Hip hop fans are unforgiving listeners with a what-have-you-done-for-me-lately-approach. So all rappers accelerating in a fast ride, take note and drive towards that finish line before you run out of gas. It’s easy for a talented lyricist to gain a buzz (and non talented ones these days), just ask Papoose, ask Crooked I and nearly every emcee that has attained some sort of success over the last 3 decades. Some of them achieved hood fame with a debut album only to never be heard from again while others shined under international stardom with multiple platinum records. Joe Budden falls somewhere in the middle of this range.
Pump It Up
In 2003, a 22 year old Joe Budden kicked off the summer with the club banger Pump It Up. Regarded by many as part of the new generation of hip hop, Jumpoff Joe had the lyrical ability and subject material to pile up respect points while being versatile enough to appeal to the mainstream and satisfy CEOs. So when the self titled Joe Budden was released to the high standards of record sales of that time, label management was scratching their head as they saw Joey put up a modest 500,000 sold worldwide. Looking back now, it was probably at this point that Joe Budden’s career began its descent. As management changed and time passed, it soon became clear that Joe Budden was on the backburner of Defjam’s priorities. In the end, it took four years of frustration to pass before Budden gained his freedom to start over with fans.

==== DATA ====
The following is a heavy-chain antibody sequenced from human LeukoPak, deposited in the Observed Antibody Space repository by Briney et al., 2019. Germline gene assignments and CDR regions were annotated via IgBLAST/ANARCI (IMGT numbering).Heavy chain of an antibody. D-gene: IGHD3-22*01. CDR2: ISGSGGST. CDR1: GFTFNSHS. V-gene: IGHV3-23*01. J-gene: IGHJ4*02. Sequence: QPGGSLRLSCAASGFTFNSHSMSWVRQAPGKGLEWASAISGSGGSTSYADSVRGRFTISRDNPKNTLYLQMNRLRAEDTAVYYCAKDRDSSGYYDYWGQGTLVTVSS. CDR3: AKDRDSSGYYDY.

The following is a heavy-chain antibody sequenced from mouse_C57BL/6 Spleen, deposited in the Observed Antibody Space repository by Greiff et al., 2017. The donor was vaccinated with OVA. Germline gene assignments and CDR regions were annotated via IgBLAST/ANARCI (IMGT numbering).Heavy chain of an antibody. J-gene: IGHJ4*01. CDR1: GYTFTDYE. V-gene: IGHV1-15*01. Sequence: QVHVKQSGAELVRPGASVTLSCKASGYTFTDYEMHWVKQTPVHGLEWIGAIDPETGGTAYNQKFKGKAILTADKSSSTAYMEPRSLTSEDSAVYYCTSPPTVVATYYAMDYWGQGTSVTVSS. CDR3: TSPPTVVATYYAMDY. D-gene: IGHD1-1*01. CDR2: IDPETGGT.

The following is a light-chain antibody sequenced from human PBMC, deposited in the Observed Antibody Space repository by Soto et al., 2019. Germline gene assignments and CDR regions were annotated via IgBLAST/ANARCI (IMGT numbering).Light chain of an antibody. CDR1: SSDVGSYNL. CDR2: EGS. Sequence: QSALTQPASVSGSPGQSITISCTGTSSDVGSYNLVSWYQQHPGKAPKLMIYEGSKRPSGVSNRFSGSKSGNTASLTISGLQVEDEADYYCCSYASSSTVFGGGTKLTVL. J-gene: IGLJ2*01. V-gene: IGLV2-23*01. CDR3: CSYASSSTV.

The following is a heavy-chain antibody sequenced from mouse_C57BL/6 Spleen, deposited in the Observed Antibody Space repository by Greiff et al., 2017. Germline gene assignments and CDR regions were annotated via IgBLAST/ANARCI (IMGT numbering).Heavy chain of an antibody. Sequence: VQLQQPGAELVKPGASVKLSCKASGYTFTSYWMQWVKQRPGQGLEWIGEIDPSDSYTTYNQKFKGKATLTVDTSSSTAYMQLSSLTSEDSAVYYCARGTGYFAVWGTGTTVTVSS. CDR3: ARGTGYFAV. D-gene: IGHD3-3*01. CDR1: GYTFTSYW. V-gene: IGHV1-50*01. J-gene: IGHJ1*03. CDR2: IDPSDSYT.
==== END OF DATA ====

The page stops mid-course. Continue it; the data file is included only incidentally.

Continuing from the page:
Looking at things from a New Jersey perspective, the last time Joe Budden released an album, the Nets were in the NBA finals. Considering the contagiousness of Alzheimers among hip hop listeners, it is a testament to Joe Budden’s grind that he has kept himself relevant nearly six years later. In his own words, the Mood Muzik series kept him “afloat” during his hell of inability to release music. So in a situation where most rappers would have run out of gas, Jumpoff Joe is sputtering on empty, producing just enough pollution to make it to February 24th. Like it or not, the critical weeks following Padded Room’s release will determine if there are more chapters left in the book of Joe Budden’s career. Either way, Joe has put up an honorable fight against the industry’s tradition to starve shelved and independent artists. There is not much more you can ask for from Jumpoff. You wanted a hit, he gave you Pump It Up and Fire for good measure. You wanted Joseph Anthony Budden, he told you 3 Sides To A Story and Who Killed Hip Hop. You wanted to see his battle gear, he handed you Ransom’s head. The young flashy Joe Budden started off with a flurry but was knocked down by the more experienced industry. He got up to retaliate, yet getting weaker with every round that passed. But with every round Joey has hung in against the champ, the crowd rises behind him even more. Round 11, Joe Budden fought back with Halfway House. Round 12, he will let it all out of the Padded Room, and as long as Joey stays on his feet, we might get to see another fighter take on the industry.